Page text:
New to bonsai, new to forum... Would like to try chopping trunk on a crimson maple

Shape52

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Hi my name is frank. I have been in love with the art of bonsai since I was a kid. I am finally now seriously getting into it. I was given a crimson maple tree that is basically a 7 foot tall whip. The trunk is about 1 1/4" at the base. I would like to cut it down to about a foot to a foot and a half tall. I would like to know if its possible to cut it so drastically and when the best time to do it would be. I live in N.J. if that helps as far as climate. Thank you in advance for any info.
 

Shape52

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Sorry it's in the wrong category

I just realized I posted it in the wrong area. Sorry.
 

Brian Van Fleet

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Do this in the spring, just before the buds swell. If this is a Japanese maple variety, it's likely grafted, don't chop into/below the graft or it may not be a crimson anymore.
 

Ris

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Hello Sharpe52,

Most trunk chops will be done in spring when the tree is out of dormancy.
Also you would cut above the lowest branch or to the height you would like your
tree but remember after a trunk chop you will need to grow out a sacrifice branch
which will be then formed as the new top or Apex...
You will get more information from others as well.
Check out this site on more information, its where I like to see and read the techniques.

http://www.bonsai4me.com/

Rishi.
 

Bonsai Nut

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Post a photo of your whip and someone can mark where you might want to chop it. Aside from the question of a graft (which your clearly want to cut ABOVE), you will probably want to cut it shorter than 12" or 18" particularly if that would leave you with a telephone pole tree with little taper and no movement in the trunk.

We would know a lot more with a photo. It is really easy to photoshop a line on it where you should cut... and then people can argue "no cut it higher, no cut it lower" :)
 

Shape52

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The tree was raised from a seedling. It has about 3 little branches all the way at the top. I'm hoping that it will back bud near the bottom. I will post pics of it.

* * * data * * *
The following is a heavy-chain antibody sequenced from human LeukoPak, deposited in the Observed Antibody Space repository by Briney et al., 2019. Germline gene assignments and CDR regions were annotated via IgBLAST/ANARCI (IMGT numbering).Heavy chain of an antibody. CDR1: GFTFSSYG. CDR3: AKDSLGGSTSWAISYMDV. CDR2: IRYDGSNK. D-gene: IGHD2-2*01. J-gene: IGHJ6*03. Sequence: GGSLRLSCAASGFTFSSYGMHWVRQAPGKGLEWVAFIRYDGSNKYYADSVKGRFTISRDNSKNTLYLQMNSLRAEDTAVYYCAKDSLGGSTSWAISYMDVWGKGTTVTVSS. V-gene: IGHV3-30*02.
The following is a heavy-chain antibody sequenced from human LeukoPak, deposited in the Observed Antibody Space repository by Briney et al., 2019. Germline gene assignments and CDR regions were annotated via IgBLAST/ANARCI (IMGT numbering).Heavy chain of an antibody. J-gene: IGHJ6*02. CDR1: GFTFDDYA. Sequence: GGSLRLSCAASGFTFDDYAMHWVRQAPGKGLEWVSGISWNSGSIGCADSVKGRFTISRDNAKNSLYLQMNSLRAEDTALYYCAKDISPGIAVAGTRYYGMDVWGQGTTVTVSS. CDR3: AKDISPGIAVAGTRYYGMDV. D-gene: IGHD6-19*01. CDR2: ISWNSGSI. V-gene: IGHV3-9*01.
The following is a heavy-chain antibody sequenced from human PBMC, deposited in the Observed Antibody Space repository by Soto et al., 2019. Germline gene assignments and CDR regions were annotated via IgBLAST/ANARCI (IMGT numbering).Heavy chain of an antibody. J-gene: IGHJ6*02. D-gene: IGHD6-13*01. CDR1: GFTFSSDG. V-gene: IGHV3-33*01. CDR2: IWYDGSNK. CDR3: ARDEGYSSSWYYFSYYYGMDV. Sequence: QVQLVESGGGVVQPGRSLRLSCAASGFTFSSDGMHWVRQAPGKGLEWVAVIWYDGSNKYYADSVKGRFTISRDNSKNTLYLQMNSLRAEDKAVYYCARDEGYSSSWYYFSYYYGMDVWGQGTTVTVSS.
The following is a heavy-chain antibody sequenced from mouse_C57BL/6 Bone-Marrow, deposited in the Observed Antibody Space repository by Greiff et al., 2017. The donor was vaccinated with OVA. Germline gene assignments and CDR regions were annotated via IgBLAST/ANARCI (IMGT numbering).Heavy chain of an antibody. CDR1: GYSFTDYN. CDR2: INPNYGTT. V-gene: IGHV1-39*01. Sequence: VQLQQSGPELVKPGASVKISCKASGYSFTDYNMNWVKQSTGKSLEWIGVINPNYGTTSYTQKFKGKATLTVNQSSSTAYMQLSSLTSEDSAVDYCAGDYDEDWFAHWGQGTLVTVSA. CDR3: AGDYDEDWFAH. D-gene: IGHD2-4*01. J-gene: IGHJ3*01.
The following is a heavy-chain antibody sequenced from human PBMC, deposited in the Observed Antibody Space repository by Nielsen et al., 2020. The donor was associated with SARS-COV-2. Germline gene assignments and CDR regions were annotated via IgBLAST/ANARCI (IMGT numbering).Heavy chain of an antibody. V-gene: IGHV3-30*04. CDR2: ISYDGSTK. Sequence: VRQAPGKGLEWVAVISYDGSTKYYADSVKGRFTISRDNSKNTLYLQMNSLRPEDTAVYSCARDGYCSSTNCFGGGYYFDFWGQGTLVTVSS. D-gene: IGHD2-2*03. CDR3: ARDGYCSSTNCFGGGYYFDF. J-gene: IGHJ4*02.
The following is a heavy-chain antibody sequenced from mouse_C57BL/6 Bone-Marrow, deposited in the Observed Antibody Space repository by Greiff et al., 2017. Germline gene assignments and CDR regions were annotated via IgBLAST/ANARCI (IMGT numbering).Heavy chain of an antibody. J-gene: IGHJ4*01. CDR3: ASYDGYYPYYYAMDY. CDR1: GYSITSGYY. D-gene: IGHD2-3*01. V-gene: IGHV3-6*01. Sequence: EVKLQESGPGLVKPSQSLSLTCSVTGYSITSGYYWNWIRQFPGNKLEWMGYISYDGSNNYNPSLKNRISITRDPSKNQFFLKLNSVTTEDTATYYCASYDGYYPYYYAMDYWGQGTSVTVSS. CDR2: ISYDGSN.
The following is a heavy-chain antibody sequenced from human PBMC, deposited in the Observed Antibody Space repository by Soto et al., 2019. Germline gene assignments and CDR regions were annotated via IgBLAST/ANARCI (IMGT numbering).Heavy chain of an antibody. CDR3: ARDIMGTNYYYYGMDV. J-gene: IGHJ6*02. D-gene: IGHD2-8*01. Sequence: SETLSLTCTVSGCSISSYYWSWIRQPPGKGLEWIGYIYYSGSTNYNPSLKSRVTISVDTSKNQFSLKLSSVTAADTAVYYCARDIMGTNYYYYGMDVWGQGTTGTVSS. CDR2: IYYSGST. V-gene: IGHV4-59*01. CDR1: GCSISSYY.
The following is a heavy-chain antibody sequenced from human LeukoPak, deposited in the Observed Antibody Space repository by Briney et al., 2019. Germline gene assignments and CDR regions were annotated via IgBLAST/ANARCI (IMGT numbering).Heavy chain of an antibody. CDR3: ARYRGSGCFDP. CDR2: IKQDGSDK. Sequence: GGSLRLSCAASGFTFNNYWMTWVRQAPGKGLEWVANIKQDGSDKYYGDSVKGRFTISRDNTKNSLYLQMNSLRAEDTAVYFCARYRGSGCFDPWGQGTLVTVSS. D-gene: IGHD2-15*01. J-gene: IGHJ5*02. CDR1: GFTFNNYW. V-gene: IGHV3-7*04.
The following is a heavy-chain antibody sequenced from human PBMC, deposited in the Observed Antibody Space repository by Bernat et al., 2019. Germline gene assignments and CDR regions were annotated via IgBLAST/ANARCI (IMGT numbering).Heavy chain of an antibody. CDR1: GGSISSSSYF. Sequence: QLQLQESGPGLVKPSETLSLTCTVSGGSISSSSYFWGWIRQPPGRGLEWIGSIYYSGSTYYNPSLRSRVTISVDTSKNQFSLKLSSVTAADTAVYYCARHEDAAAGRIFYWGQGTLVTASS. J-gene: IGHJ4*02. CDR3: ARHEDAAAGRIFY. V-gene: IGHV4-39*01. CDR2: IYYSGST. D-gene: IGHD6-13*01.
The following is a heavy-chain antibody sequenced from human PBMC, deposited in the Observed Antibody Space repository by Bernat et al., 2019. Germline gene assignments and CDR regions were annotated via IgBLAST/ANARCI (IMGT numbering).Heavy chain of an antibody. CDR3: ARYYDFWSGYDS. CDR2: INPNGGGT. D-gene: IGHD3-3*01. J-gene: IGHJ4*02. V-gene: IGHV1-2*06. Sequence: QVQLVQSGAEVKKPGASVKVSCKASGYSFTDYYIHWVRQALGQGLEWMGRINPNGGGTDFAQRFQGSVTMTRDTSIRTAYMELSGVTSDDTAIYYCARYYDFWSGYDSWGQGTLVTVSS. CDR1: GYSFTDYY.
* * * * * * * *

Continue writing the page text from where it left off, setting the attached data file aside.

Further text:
BonsaiPrelude

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I really wouldn't recommend trunk chopping your maple. When I started I was eager to do exactly the same thing because I thought it would give me a nice tree with a big trunk quickly. It won't. I've very rarely seen a convincing trunk chop. Most of them still look like trunks with twigs. You can of course cut your tree if you like, but I think you will be much more satisfied if you buy a tree grown for the purpose of bonsai. There are some pretty good sites the ship all over the place.
 

Poink88

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I really wouldn't recommend trunk chopping your maple. When I started I was eager to do exactly the same thing because I thought it would give me a nice tree with a big trunk quickly. It won't. I've very rarely seen a convincing trunk chop. Most of them still look like trunks with twigs. You can of course cut your tree if you like, but I think you will be much more satisfied if you buy a tree grown for the purpose of bonsai. There are some pretty good sites the ship all over the place.
That is because you cannot spot the ones that were done property. ;)

I will bet that more than half (if not most) of world class maple bonsai are chopped. It does take time to heal over but that is just part of it.
 
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rockm

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"I really wouldn't recommend trunk chopping your maple. When I started I was eager to do exactly the same thing because I thought it would give me a nice tree with a big trunk quickly. It won't. I've very rarely seen a convincing trunk chop. Most of them still look like trunks with twigs."

There are thousands and thousands of successful chops. As mentioned, well-done chops are mostly invisible. Even Japanese "masterpieces" are produced with this method. For examples, go here:
http://www.bonsai-nbf.org/site/japanese.html
or here:
http://www.bonsai-nbf.org/site/north_american.html
or here:
http://www.bonsai-nbf.org/site/chinese.html

Pick a tree in any of those and more than likely, it's been chopped at some point in its history.
 

Dav4

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Time heals all things...including chops:D. When you purchase a nicely developed piece of stock , you're paying for the time invested in growing the stock, as well as the expertise of the grower. It may have started as a seedling or cutting, and over a period of many years, experienced sequences of chops followed by unhindered growth to develop acceptable taper and movement. You need to apply proper technique, and lots of time, usually measured in decades, to get really good results.
 

Stan Kengai

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Trunk chopping isn't something that's done just once to a plant. Most people would consider 3 the least number of chops you can make to create a convincing looking tree. Here is a good article on the subject. There are many other very informative articles on that site also.
 

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